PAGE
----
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Obituary: Benazir Bhutto (1953-2007)
Published in Al-Ahram Weekly on 03 - 01 - 2008

Benazir Bhutto (1953-2007)
By Graham Usher
For the thousands of the rural poor who converged on her ancestral home of Larkana on 28 December, Benazir Bhutto was not simply an assassinated politician, the leader of Pakistan's most popular political party or the first woman to be elected prime minister in a Muslim country -- she was, always and everywhere, the daughter of her father.
Zulfikar Ali Bhutto was prime minister of Pakistan from 1971-77. He was a deeply flawed leader, autocratic and prone to violence. But he was elected in the freest elections the country has ever seen and, uniquely in Pakistan's history, rallied the nation's poor behind promises of "bread, shelter and clothing".
It was because of that mass base that the army ousted him in a coup in 1977 and, two years later, hanged him after a show trial tacitly supported by the Americans (who also distrusted Bhutto's populist, anti-imperialist rhetoric). The Anglo-Indian author Salman Rushdie encapsulated the mood in a novel of the time. It was entitled Shame.
Benazir -- then barely 26 -- represented an antithesis. After her father's ousting, she spent five years in jail. She saw her mother beaten to the brink of derangement by the regime's goons and her youngest brother, Shahnawaz, poisoned while in exile in 1985, probably by the regime.
Exiled herself, she returned to Pakistan a year later vowing to do battle with her nemesis -- Pakistan's Islamist and pro-American military dictator Zia-ul-Haq. She was young, glamorous, brave and beautiful in a land of men, military officers, cowardice and religious bigotry. Zafar Abbas -- a Pakistani journalist -- still remembers the radioactive power of her return.
"Zia-ul-Haq was still alive and entrenched in power, but when her plane landed in Lahore it was an amazing scene. It was like an ocean of people pouring in from all parts of Pakistan. In Lahore the streets were jam-packed with people."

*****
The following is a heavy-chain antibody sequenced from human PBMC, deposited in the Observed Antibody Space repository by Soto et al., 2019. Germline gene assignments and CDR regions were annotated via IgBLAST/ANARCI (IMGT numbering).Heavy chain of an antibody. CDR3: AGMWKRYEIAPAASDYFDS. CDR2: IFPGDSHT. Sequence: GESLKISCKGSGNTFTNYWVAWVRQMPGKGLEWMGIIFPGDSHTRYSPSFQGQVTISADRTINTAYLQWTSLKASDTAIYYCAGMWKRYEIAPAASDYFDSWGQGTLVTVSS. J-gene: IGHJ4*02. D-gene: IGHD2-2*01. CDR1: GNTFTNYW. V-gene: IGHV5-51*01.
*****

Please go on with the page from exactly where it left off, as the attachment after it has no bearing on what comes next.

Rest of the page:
She returned again in October this year, after eight years of self-imposed exile. There were tens of thousands too lining the streets in Karachi.
But this time she had come back not to fight a military dictator but courtesy of a deal with one, President Pervez Musharraf, brokered by Americans.
There were other reasons why the reception was cooler. Benazir was prime minister from 1988-90 and 1993-96. Both times she came to office promising to suborn the army to civilian rule, make peace with India and, above all, increase social provision for the poor. She barely achieved a thing. One reason was obstruction by the army and subversion by its intelligence agencies. Yet from the outset she was inclined to make pacts with those she called the "establishment" and view state resources as so much personal property.
Her minister of investment was her husband, Asif Zardari, known colloquially as "Mister 10 percent" for the alleged kickbacks he took on government contracts. In 1996 he was jailed on charges ranging from corruption to murder, including of her eldest brother, Murtaza, who had denounced him for "blackening the Bhutto name".
These memories left bitter traces, which the savagery of her murder has diluted but not erased. And the manner of her succession, a last "political will and testament" that made Zardari party leader who then "shared" it with her son, Bilawal, has reminded everyone that the Bhuttos are a dynasty and part of that aristocratic class that has misruled Pakistan ever since its foundation. Benazir may have championed the rights of the poor -- but her relationship with them was that of a feudal lord.
She also preached democracy from every global pulpit, casting it as the cure-all for everything from military dictatorship to Islamic militancy.
But in 1996 she made herself party leader for life. And she would brook no dissent over her decisions, including the tryst with Musharraf that saw her return and her "amnesty" of the corruption cases against her. "If she was innocent -- as she said -- why not fight her cause in court?" asked one veteran party leader, sadly, at the time.
Does this mean Pakistanis don't mourn her passing? No, their grief is real. Whatever Benazir Bhutto was or was not she was murdered for contesting elections against those and by those who rule without elections -- be they generals, Islamic militants, feudal lords or some lethal cocktail of the three. For Pakistanis her death means a victory for those most reactionary of forces. And the hope she inspired -- massively so in 1986 but also in 2007 -- has again become an antithesis: despair.

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